Fella says what he did was not unlike experimental Dada typography or punk-rock flyers. "It's always been part of the arts scene in some way or another," he says. "People are used to promotion being done in a very functional, conventional way, and I admit, 99 percent of it should be done that way. But only in this particular case — because it was an arts organization — it had a different demographic.

"You're not making that punk flyer to try and get middle-aged suburbanites to come to your punk concert," he says. "The best example of that is the psychedelic posters in the '60s in San Francisco. They were meant to be only for those people who were cool enough to go to rock concerts. They didn't even want anyone else to even come to them. So they made the posters so they would turn off everyone else and turn on only those people who got it."

Fella's parents, both immigrants from Europe, encouraged his artistic inclinations at an early age. Fella says his father used to take him to painting classes that were held in Rivera Court at the Detroit Institute of Arts — "Like having an art class in the Sistine Chapel!" he says. He later attended and graduated from Detroit's Cass Technical High School, where he studied commercial art.

After 30 years of working in advertising, Fella went back to school in the '80s, getting his undergraduate degree at the College for Creative Studies before heading to Cranbrook Academy of Art for his master's. It was after this time that he created OutWest, a digitized version of a quirky typeface that he hand-designed that became a popular early desktop computer font.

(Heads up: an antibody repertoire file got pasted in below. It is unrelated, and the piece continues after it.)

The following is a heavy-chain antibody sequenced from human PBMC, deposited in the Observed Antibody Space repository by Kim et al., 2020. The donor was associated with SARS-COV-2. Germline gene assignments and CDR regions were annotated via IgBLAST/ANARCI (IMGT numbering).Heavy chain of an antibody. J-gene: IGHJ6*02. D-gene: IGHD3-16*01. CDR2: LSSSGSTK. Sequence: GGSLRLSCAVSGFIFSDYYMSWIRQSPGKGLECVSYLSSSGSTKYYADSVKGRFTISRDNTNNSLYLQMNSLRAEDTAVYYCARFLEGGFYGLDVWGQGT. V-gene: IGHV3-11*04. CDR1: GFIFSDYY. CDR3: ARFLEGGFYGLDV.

A body of Fella's work, spanning from his agency days through his experimental posters and beyond, will get the retrospective treatment at a show at the College for Creative Studies. Looking at his work, Fella admits that his posters don't look as radical today as they did then. "We've had 25 years of this stuff," he says. "The stuff I do, the current generation isn't even interested in. They're on to something altogether different. Just the opposite — a kind of minimalism, or modernism.

"That's where I differ from the modernist designers, because they figure that their design was for all time," Fella says. "A post-modernist designer like me, their design was for its time."

Now, Fella's website proclaims his latest job title is "exit-level designer."

"You know, when you start as a designer, you call yourself an entry-level designer," he explains. "For me, 'exit-level' meant that I would no longer compete with the current generation, but I would still be part of it."

He once again invokes his native Detroit, comparing his philosophy to union leader Walter Reuther. "After 30 years, I wanted to turn the work over to the next generation," he says. "It's that idea of the '30 and out,' so the next worker could have a job. I figured for 30 years I did really well. Now I'm an exit-level educator."

Ed Fella: History, Commercial Art, Art, and the American Vernacular has an opening reception from 6 p.m. to 8 p.m. on Friday, Nov. 7 at the College for Creative Studies Center Galleries; 301 Frederick Douglass Ave., Detroit; 313-664-7800; A gallery talk is scheduled for 11:30 a.m. on Tuesday, Nov. 11. The show runs through Dec. 13.